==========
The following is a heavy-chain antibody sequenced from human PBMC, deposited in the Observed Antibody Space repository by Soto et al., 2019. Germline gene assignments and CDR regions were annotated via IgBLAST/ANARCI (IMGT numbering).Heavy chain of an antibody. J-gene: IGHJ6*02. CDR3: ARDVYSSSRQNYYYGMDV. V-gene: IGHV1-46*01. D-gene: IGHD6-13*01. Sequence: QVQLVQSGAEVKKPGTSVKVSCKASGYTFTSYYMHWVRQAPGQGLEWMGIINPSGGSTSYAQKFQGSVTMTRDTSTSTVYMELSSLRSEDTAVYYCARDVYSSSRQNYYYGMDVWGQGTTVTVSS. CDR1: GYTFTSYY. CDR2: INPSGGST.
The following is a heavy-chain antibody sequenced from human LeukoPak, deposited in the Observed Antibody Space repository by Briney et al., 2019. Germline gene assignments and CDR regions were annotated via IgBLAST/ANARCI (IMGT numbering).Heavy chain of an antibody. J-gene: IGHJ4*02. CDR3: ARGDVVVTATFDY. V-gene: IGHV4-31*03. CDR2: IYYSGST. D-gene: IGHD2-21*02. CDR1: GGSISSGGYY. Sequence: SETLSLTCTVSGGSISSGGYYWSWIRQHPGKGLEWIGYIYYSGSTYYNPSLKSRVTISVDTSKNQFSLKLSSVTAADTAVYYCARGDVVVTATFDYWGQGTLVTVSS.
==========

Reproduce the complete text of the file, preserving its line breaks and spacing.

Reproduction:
The following is a heavy-chain antibody sequenced from human PBMC, deposited in the Observed Antibody Space repository by Soto et al., 2019. Germline gene assignments and CDR regions were annotated via IgBLAST/ANARCI (IMGT numbering).Heavy chain of an antibody. J-gene: IGHJ6*02. CDR3: ARDVYSSSRQNYYYGMDV. V-gene: IGHV1-46*01. D-gene: IGHD6-13*01. Sequence: QVQLVQSGAEVKKPGTSVKVSCKASGYTFTSYYMHWVRQAPGQGLEWMGIINPSGGSTSYAQKFQGSVTMTRDTSTSTVYMELSSLRSEDTAVYYCARDVYSSSRQNYYYGMDVWGQGTTVTVSS. CDR1: GYTFTSYY. CDR2: INPSGGST.
The following is a heavy-chain antibody sequenced from human LeukoPak, deposited in the Observed Antibody Space repository by Briney et al., 2019. Germline gene assignments and CDR regions were annotated via IgBLAST/ANARCI (IMGT numbering).Heavy chain of an antibody. J-gene: IGHJ4*02. CDR3: ARGDVVVTATFDY. V-gene: IGHV4-31*03. CDR2: IYYSGST. D-gene: IGHD2-21*02. CDR1: GGSISSGGYY. Sequence: SETLSLTCTVSGGSISSGGYYWSWIRQHPGKGLEWIGYIYYSGSTYYNPSLKSRVTISVDTSKNQFSLKLSSVTAADTAVYYCARGDVVVTATFDYWGQGTLVTVSS.